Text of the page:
The cyber thief develops a new advantage, breaks into an IT system, and swipes data. An enterprise spots the hack too late, figures out how it was done, and changes its defense to stop the hack from happening again. The defense holds until the cyber thief figures out the next work-around.
That is the action/reaction cycle. Like a perverse iteration of Newton’s third law, every clever action is followed by an equally clever reaction.
Companies are getting wise to this, adding depth to their cyber-defenses to contain, rather than prevent breaches. Yet, there can be no change in strategy without a change in thinking first.
“The cycle will continue, but that is not the end of the world,” said Haiyan Song, senior VP for security markets at Splunk.
Security is not Splunk’s first mission. The firm specializes in offering Software-as-a-Service-based big data applications. But in recent years, some Splunk customers have been using the platform for IT security.
All it took was a change of thinking. Big data apps look for patterns such as insights that can lead to ideas about how to better sell a product or a service. Why not apply the same pattern-recognition capabilities to gain insights into who has been looking into data they have no business looking at?
“What we need is a mechanism for situational awareness,” Song said. Once something is spotted that breaks the pattern of normal usage, the IT manager can respond by containing the threat. Here, Song falls back on biology to provide an analogy. The response would be no different than antibodies fighting an infection.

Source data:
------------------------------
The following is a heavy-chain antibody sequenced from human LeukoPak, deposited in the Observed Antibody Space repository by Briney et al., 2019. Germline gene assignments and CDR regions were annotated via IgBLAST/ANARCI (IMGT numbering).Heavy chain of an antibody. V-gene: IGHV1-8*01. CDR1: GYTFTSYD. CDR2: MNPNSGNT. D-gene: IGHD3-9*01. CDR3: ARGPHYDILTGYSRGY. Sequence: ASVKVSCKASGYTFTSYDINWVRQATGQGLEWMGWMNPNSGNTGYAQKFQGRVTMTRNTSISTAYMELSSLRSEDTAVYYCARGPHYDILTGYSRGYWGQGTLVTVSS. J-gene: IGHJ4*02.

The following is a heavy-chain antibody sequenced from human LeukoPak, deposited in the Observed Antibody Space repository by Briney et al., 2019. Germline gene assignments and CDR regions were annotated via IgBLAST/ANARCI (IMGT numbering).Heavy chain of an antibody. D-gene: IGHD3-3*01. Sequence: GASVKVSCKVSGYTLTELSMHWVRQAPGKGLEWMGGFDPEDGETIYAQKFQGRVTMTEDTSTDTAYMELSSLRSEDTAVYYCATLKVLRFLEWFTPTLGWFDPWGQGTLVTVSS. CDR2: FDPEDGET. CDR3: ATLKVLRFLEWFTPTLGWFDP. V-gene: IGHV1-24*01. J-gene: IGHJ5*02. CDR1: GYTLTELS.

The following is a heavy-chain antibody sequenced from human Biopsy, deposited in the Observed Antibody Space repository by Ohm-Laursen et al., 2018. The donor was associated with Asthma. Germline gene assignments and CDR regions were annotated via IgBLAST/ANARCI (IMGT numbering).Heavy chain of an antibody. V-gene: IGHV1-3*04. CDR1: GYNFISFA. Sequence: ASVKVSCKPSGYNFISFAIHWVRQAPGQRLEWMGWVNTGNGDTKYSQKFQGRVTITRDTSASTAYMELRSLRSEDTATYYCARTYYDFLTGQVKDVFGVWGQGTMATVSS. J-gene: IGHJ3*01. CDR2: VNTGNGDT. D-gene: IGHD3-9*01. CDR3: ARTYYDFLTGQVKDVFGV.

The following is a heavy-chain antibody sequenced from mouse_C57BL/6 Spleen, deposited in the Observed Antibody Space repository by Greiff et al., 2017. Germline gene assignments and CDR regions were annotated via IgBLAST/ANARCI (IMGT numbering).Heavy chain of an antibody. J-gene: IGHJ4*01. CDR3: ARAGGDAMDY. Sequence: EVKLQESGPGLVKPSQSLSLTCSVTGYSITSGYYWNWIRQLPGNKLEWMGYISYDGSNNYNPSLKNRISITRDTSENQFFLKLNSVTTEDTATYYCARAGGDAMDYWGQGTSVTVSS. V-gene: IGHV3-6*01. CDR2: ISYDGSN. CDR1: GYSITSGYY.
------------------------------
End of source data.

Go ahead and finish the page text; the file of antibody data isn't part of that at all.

That, in turn has led to a shift in spending at the company. “Before, the money spent on prevention was four times [greater than] detection. Change the premise. We will never have airtight [defense]. Assume they are inside the system and let’s invest in detection.”
Looking Inside to Defend Against the Outside
Security is not enough. Vigilance and resilience have to be part of the solution, too. “We need a clearer picture of where the risks are and when we are under attack,” said Ed Powers, US leader for Deloitte’s cyber risk services.
Deloitte has counseled more than 1,000 clients in the past year about cyber risk. While boards and executives are paying more attention than they once did, and paying more money for security, their perception of the problem has not gotten better, Powers said. What, then, is adding to security risk?
“Over the last 15 years, we systematically connected our economy with the technology to share information, not protect it,” said Powers. “It is possible to protect information, but it is costly to do it.”
Next, no matter what business you are in, “you have to trust people,” Powers said. “People make mistakes.” Human errors and complacency create openings for malware to get in. Yet, “you have to continue trusting people,” Powers added.
Finally, the connection between the organization and its strategic agenda magnifies cyber risk, Powers noted. “You can’t afford to stop doing things,” he said. “You are going to increase cyber risk over time.” But you can’t focus on securing everything.
Cyber-security gets especially tricky when one considers the “insider threat” — the disgruntled employee who has access to your data. “How do you create a defense in depth and create vigilance without destroying a culture of trust?” Powers said.
At Deloitte, the cyber risk team works hand-in-hand with a human capital team, using behavioral psychologists to figure out what constitutes normal corporate behavior, and what does not. The challenge is to spot those workers who are acting